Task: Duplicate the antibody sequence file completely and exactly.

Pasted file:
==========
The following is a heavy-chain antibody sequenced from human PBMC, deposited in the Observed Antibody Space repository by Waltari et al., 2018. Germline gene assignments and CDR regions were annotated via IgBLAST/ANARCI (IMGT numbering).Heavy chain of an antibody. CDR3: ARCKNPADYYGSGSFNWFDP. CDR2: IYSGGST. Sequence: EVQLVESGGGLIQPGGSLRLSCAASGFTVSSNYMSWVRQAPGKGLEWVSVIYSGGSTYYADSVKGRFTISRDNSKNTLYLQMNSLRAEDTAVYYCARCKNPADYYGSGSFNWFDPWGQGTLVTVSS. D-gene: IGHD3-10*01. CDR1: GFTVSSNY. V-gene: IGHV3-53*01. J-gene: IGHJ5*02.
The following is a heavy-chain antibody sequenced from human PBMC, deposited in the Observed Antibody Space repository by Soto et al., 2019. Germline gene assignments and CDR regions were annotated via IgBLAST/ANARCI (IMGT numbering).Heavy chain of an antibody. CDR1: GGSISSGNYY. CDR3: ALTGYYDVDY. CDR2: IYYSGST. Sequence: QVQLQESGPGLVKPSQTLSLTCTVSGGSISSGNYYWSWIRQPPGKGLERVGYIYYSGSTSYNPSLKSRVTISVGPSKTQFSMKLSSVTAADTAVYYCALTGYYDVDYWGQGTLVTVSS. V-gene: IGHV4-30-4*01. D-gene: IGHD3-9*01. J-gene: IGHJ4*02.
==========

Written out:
The following is a heavy-chain antibody sequenced from human PBMC, deposited in the Observed Antibody Space repository by Waltari et al., 2018. Germline gene assignments and CDR regions were annotated via IgBLAST/ANARCI (IMGT numbering).Heavy chain of an antibody. CDR3: ARCKNPADYYGSGSFNWFDP. CDR2: IYSGGST. Sequence: EVQLVESGGGLIQPGGSLRLSCAASGFTVSSNYMSWVRQAPGKGLEWVSVIYSGGSTYYADSVKGRFTISRDNSKNTLYLQMNSLRAEDTAVYYCARCKNPADYYGSGSFNWFDPWGQGTLVTVSS. D-gene: IGHD3-10*01. CDR1: GFTVSSNY. V-gene: IGHV3-53*01. J-gene: IGHJ5*02.
The following is a heavy-chain antibody sequenced from human PBMC, deposited in the Observed Antibody Space repository by Soto et al., 2019. Germline gene assignments and CDR regions were annotated via IgBLAST/ANARCI (IMGT numbering).Heavy chain of an antibody. CDR1: GGSISSGNYY. CDR3: ALTGYYDVDY. CDR2: IYYSGST. Sequence: QVQLQESGPGLVKPSQTLSLTCTVSGGSISSGNYYWSWIRQPPGKGLERVGYIYYSGSTSYNPSLKSRVTISVGPSKTQFSMKLSSVTAADTAVYYCALTGYYDVDYWGQGTLVTVSS. V-gene: IGHV4-30-4*01. D-gene: IGHD3-9*01. J-gene: IGHJ4*02.